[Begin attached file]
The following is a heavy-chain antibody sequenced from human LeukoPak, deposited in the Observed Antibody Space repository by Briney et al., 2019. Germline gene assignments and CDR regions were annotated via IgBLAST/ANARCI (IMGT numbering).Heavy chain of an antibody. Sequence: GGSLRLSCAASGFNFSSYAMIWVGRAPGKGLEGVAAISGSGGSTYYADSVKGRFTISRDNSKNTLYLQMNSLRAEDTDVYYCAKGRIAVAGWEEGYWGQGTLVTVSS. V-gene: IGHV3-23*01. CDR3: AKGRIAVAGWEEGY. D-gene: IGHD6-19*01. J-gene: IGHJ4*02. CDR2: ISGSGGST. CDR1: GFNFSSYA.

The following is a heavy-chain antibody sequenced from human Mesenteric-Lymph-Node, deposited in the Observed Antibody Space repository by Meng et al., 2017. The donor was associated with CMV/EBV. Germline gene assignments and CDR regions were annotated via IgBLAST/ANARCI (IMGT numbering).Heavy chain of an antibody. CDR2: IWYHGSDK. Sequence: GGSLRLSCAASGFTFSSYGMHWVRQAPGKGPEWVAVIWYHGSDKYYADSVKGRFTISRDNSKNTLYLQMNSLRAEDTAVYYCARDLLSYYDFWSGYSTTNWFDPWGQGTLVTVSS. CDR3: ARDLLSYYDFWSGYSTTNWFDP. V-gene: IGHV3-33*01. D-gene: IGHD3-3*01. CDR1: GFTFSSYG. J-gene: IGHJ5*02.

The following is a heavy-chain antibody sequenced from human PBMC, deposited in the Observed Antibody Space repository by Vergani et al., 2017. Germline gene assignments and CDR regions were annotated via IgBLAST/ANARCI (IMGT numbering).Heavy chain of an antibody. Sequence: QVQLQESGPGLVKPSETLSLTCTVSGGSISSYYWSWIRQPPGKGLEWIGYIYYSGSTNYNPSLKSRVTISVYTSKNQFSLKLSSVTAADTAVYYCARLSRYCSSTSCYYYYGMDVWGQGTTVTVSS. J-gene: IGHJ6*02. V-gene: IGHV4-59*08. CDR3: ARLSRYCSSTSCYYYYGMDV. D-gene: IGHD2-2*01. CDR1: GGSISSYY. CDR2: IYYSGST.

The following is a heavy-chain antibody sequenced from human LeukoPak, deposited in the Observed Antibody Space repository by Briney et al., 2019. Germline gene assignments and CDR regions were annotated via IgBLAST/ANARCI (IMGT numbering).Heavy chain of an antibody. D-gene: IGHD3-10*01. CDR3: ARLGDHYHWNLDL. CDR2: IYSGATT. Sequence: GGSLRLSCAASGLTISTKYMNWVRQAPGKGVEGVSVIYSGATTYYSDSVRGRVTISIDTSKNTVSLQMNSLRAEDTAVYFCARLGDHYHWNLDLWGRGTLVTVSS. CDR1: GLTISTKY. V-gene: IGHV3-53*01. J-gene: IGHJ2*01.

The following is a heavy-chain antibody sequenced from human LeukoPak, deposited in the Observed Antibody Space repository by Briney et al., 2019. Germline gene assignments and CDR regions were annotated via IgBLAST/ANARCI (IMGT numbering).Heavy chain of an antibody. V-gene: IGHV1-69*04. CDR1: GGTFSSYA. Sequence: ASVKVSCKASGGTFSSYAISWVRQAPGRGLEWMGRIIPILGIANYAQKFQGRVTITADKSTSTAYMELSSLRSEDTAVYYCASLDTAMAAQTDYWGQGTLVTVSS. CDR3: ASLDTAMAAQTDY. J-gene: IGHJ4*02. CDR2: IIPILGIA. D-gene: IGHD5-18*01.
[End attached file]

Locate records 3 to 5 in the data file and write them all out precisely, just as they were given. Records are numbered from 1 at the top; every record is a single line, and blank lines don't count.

The following is a heavy-chain antibody sequenced from human PBMC, deposited in the Observed Antibody Space repository by Vergani et al., 2017. Germline gene assignments and CDR regions were annotated via IgBLAST/ANARCI (IMGT numbering).Heavy chain of an antibody. Sequence: QVQLQESGPGLVKPSETLSLTCTVSGGSISSYYWSWIRQPPGKGLEWIGYIYYSGSTNYNPSLKSRVTISVYTSKNQFSLKLSSVTAADTAVYYCARLSRYCSSTSCYYYYGMDVWGQGTTVTVSS. J-gene: IGHJ6*02. V-gene: IGHV4-59*08. CDR3: ARLSRYCSSTSCYYYYGMDV. D-gene: IGHD2-2*01. CDR1: GGSISSYY. CDR2: IYYSGST.

The following is a heavy-chain antibody sequenced from human LeukoPak, deposited in the Observed Antibody Space repository by Briney et al., 2019. Germline gene assignments and CDR regions were annotated via IgBLAST/ANARCI (IMGT numbering).Heavy chain of an antibody. D-gene: IGHD3-10*01. CDR3: ARLGDHYHWNLDL. CDR2: IYSGATT. Sequence: GGSLRLSCAASGLTISTKYMNWVRQAPGKGVEGVSVIYSGATTYYSDSVRGRVTISIDTSKNTVSLQMNSLRAEDTAVYFCARLGDHYHWNLDLWGRGTLVTVSS. CDR1: GLTISTKY. V-gene: IGHV3-53*01. J-gene: IGHJ2*01.

The following is a heavy-chain antibody sequenced from human LeukoPak, deposited in the Observed Antibody Space repository by Briney et al., 2019. Germline gene assignments and CDR regions were annotated via IgBLAST/ANARCI (IMGT numbering).Heavy chain of an antibody. V-gene: IGHV1-69*04. CDR1: GGTFSSYA. Sequence: ASVKVSCKASGGTFSSYAISWVRQAPGRGLEWMGRIIPILGIANYAQKFQGRVTITADKSTSTAYMELSSLRSEDTAVYYCASLDTAMAAQTDYWGQGTLVTVSS. CDR3: ASLDTAMAAQTDY. J-gene: IGHJ4*02. CDR2: IIPILGIA. D-gene: IGHD5-18*01.